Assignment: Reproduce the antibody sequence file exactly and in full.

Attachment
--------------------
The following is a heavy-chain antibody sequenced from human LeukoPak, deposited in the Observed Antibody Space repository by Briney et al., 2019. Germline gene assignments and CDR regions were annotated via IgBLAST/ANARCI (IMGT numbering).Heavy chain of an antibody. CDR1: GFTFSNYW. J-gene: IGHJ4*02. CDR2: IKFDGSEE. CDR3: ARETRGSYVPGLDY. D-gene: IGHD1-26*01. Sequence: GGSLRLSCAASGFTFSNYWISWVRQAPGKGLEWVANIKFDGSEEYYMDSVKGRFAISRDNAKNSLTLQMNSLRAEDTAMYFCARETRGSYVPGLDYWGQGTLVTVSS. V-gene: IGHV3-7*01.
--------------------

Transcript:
The following is a heavy-chain antibody sequenced from human LeukoPak, deposited in the Observed Antibody Space repository by Briney et al., 2019. Germline gene assignments and CDR regions were annotated via IgBLAST/ANARCI (IMGT numbering).Heavy chain of an antibody. CDR1: GFTFSNYW. J-gene: IGHJ4*02. CDR2: IKFDGSEE. CDR3: ARETRGSYVPGLDY. D-gene: IGHD1-26*01. Sequence: GGSLRLSCAASGFTFSNYWISWVRQAPGKGLEWVANIKFDGSEEYYMDSVKGRFAISRDNAKNSLTLQMNSLRAEDTAMYFCARETRGSYVPGLDYWGQGTLVTVSS. V-gene: IGHV3-7*01.